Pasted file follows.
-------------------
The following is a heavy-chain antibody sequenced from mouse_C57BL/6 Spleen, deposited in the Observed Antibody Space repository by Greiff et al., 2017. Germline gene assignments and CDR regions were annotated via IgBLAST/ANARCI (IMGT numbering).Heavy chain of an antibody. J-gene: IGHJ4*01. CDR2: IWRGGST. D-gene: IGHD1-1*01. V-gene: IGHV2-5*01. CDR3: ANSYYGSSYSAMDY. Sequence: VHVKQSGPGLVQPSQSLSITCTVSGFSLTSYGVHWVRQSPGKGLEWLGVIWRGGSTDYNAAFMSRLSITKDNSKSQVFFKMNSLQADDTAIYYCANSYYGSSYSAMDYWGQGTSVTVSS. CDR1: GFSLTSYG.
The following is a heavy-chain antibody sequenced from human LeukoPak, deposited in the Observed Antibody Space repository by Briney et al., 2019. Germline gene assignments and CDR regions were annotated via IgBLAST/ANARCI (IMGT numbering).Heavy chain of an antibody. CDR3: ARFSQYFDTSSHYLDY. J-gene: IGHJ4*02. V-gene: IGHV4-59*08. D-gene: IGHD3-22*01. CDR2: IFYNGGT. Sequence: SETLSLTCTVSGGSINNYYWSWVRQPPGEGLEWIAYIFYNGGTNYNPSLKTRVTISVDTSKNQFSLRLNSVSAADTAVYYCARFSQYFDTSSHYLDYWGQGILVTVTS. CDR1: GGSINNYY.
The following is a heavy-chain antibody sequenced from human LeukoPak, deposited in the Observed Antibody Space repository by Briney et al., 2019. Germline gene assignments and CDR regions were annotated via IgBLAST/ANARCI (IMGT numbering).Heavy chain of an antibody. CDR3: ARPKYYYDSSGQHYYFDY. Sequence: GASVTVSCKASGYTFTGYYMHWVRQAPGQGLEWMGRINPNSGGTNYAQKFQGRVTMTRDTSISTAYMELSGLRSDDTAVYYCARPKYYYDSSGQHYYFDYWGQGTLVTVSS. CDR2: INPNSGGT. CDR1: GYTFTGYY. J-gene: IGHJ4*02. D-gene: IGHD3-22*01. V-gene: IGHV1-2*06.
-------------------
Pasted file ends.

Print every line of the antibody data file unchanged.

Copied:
The following is a heavy-chain antibody sequenced from mouse_C57BL/6 Spleen, deposited in the Observed Antibody Space repository by Greiff et al., 2017. Germline gene assignments and CDR regions were annotated via IgBLAST/ANARCI (IMGT numbering).Heavy chain of an antibody. J-gene: IGHJ4*01. CDR2: IWRGGST. D-gene: IGHD1-1*01. V-gene: IGHV2-5*01. CDR3: ANSYYGSSYSAMDY. Sequence: VHVKQSGPGLVQPSQSLSITCTVSGFSLTSYGVHWVRQSPGKGLEWLGVIWRGGSTDYNAAFMSRLSITKDNSKSQVFFKMNSLQADDTAIYYCANSYYGSSYSAMDYWGQGTSVTVSS. CDR1: GFSLTSYG.
The following is a heavy-chain antibody sequenced from human LeukoPak, deposited in the Observed Antibody Space repository by Briney et al., 2019. Germline gene assignments and CDR regions were annotated via IgBLAST/ANARCI (IMGT numbering).Heavy chain of an antibody. CDR3: ARFSQYFDTSSHYLDY. J-gene: IGHJ4*02. V-gene: IGHV4-59*08. D-gene: IGHD3-22*01. CDR2: IFYNGGT. Sequence: SETLSLTCTVSGGSINNYYWSWVRQPPGEGLEWIAYIFYNGGTNYNPSLKTRVTISVDTSKNQFSLRLNSVSAADTAVYYCARFSQYFDTSSHYLDYWGQGILVTVTS. CDR1: GGSINNYY.
The following is a heavy-chain antibody sequenced from human LeukoPak, deposited in the Observed Antibody Space repository by Briney et al., 2019. Germline gene assignments and CDR regions were annotated via IgBLAST/ANARCI (IMGT numbering).Heavy chain of an antibody. CDR3: ARPKYYYDSSGQHYYFDY. Sequence: GASVTVSCKASGYTFTGYYMHWVRQAPGQGLEWMGRINPNSGGTNYAQKFQGRVTMTRDTSISTAYMELSGLRSDDTAVYYCARPKYYYDSSGQHYYFDYWGQGTLVTVSS. CDR2: INPNSGGT. CDR1: GYTFTGYY. J-gene: IGHJ4*02. D-gene: IGHD3-22*01. V-gene: IGHV1-2*06.